As the Taliban and US negotiate a peace deal, Afghan women fear their rights and freedoms will be traded for stability.
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American missionary Renee Bach travelled to Uganda in 2007 when she was just 18 years-old and founded Serving His Children (SHC), a nonprofit organisation she said would help Ugandan women care for ill and malnourished children. Critics, though, say Bach, who had no experience in either development work or medicine, performed complicated medical procedures on hundreds of children.
In 2015, Ugandan authorities closed SHC's facility in the town of Jinja - where a number of children were reported to have died - but the organisation still operates in other parts of the country. A lawsuit brought by two women who say their children died under SHC’s care has been adjourned until January 2020, according to the Uganda-based legal services group Women’s Probono Initiative.
Bach’s case has again highlighted the issue of medical "voluntourism", while raising questions of whether some charities in the developing world have a “white saviour problem”. In response, Uganda-based social workers Olivia Alaso and Kelsey Nielsen began the No White Saviors campaign to educate and advocate for better practices in mission and development work.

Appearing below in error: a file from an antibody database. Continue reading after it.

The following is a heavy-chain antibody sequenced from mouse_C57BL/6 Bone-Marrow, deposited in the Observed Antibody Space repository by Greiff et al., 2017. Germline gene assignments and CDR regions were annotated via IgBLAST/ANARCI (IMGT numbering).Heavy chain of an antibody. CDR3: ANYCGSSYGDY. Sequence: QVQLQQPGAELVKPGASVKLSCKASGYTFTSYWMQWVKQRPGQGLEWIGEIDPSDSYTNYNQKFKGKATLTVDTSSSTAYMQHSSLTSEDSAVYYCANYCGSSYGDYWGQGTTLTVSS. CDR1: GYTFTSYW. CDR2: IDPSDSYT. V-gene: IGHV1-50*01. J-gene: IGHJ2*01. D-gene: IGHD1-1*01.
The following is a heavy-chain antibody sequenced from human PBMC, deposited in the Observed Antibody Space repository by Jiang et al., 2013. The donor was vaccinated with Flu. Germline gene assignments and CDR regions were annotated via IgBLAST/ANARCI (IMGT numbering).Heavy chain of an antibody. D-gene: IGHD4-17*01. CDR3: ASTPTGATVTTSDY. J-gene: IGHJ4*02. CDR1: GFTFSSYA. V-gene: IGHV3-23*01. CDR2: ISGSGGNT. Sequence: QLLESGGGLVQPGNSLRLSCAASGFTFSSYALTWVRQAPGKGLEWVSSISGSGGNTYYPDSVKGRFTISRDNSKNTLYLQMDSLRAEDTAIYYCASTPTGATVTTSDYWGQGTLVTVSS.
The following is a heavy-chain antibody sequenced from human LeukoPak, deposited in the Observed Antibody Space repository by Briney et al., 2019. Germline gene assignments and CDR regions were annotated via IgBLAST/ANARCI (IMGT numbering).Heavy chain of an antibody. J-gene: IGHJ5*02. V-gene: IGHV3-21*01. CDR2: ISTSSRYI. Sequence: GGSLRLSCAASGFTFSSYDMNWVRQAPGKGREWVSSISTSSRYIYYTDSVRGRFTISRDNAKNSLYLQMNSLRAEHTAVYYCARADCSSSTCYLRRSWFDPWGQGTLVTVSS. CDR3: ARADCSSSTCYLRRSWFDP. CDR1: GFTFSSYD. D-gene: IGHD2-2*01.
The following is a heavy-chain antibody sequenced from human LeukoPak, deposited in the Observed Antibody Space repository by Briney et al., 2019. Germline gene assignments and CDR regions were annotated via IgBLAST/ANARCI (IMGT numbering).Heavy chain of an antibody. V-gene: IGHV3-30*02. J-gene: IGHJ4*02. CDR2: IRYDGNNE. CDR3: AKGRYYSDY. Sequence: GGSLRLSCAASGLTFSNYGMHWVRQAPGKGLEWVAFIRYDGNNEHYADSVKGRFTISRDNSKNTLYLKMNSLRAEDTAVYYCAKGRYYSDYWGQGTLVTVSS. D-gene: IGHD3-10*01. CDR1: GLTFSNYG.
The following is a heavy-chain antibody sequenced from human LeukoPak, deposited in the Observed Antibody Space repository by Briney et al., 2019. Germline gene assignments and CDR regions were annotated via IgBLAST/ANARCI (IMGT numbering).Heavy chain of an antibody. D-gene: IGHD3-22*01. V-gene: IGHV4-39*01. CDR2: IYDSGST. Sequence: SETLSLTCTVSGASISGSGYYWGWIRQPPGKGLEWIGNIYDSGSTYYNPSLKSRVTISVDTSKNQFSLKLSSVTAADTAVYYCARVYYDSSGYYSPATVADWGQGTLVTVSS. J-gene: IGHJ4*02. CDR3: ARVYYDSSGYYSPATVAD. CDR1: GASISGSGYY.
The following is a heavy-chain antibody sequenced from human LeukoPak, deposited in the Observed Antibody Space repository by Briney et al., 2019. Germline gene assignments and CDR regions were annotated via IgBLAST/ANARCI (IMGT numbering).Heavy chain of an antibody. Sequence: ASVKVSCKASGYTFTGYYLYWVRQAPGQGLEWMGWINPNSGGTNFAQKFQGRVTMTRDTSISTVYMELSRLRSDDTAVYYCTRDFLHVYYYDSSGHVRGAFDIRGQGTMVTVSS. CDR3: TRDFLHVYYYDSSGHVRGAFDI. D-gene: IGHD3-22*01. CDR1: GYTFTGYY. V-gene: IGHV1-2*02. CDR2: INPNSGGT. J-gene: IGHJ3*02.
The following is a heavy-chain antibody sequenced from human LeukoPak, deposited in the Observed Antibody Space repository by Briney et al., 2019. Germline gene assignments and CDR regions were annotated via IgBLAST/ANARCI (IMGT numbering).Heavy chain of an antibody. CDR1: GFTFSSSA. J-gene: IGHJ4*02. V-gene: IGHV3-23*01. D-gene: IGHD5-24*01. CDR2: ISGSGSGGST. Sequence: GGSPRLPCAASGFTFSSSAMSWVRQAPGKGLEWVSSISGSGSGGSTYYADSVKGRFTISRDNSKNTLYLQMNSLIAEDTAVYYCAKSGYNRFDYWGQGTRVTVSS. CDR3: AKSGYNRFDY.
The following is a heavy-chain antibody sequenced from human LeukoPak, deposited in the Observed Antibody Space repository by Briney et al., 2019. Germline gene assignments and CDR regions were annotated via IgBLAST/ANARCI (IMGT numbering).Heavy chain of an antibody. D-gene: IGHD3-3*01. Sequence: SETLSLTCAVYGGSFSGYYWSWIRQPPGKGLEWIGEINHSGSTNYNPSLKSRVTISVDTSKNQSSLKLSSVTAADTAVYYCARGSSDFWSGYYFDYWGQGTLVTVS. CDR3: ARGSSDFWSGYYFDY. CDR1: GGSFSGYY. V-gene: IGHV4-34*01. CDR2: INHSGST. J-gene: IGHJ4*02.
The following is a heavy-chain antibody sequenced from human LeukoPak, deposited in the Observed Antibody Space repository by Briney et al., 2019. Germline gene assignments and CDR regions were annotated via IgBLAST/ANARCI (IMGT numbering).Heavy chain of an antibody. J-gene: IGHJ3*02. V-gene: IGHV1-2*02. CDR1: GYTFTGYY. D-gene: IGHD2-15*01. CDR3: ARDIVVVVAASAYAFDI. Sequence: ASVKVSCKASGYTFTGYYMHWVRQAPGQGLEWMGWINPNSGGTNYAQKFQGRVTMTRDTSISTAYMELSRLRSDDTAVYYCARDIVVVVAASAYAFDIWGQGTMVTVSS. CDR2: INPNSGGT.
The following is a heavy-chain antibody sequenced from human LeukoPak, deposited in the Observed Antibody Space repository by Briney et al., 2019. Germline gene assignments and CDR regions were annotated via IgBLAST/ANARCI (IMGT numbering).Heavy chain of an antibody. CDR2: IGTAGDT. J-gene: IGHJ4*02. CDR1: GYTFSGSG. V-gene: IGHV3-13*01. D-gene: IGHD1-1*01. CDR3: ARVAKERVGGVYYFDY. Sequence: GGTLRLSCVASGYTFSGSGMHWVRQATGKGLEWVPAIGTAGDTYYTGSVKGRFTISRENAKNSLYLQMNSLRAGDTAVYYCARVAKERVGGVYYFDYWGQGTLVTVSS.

The Stream takes a look at why some Westerners get to work in the developing world without adequate experience, and what groups like No White Saviors are doing to hold them accountable. Join the conversation.
On this episode of The Stream, we speak with:
Olivia Patience, @nowhitesaviors
Co-Founder, No White Saviors
Beatrice Kayaga, @WomenProbono
Legal Officer & Program Officer, Women’s Probono Initiative (WPI)
Dr. Noelle Sullivan, @ncsullivan
Woman sued over death of babies, faking qualification - Daily Monitor
When White Saviorism Turns Deadly: American missionary played doctor, children died, when will there be justice? - Medium
#NoWhiteSaviours: The white saviour complex - This is Africa
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